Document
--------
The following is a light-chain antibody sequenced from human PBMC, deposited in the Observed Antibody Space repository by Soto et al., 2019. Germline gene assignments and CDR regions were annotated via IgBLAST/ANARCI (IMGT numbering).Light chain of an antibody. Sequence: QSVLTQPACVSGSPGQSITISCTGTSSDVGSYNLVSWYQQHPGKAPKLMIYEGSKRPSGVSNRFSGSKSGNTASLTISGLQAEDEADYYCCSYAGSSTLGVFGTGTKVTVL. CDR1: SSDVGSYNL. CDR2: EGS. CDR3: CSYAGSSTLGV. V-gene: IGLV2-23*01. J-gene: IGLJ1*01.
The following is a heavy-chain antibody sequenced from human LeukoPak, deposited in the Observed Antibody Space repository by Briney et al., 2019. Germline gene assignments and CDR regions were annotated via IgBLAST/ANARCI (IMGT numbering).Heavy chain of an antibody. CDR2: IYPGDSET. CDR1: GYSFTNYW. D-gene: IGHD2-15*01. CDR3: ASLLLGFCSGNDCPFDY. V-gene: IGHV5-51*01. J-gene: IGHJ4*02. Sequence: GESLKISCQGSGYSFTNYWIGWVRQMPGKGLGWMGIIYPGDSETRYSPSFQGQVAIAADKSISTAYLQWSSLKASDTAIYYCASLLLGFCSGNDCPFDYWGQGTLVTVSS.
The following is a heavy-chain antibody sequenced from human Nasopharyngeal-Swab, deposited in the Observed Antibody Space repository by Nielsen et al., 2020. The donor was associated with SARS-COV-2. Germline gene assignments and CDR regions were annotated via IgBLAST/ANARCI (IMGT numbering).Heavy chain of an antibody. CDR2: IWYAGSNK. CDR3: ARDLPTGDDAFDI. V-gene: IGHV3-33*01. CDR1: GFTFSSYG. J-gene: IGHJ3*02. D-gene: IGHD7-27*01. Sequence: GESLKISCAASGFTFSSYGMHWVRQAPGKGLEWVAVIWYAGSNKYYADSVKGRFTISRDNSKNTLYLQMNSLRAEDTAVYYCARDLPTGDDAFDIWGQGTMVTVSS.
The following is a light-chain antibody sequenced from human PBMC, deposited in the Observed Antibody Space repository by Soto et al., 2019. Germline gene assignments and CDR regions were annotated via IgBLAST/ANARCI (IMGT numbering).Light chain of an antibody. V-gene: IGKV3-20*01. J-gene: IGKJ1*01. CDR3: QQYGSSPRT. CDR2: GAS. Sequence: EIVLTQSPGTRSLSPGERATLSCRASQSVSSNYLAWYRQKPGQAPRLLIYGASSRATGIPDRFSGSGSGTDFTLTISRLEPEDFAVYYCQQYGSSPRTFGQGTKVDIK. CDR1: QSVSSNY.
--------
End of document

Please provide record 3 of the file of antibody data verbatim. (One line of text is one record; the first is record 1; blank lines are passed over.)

The following is a heavy-chain antibody sequenced from human Nasopharyngeal-Swab, deposited in the Observed Antibody Space repository by Nielsen et al., 2020. The donor was associated with SARS-COV-2. Germline gene assignments and CDR regions were annotated via IgBLAST/ANARCI (IMGT numbering).Heavy chain of an antibody. CDR2: IWYAGSNK. CDR3: ARDLPTGDDAFDI. V-gene: IGHV3-33*01. CDR1: GFTFSSYG. J-gene: IGHJ3*02. D-gene: IGHD7-27*01. Sequence: GESLKISCAASGFTFSSYGMHWVRQAPGKGLEWVAVIWYAGSNKYYADSVKGRFTISRDNSKNTLYLQMNSLRAEDTAVYYCARDLPTGDDAFDIWGQGTMVTVSS.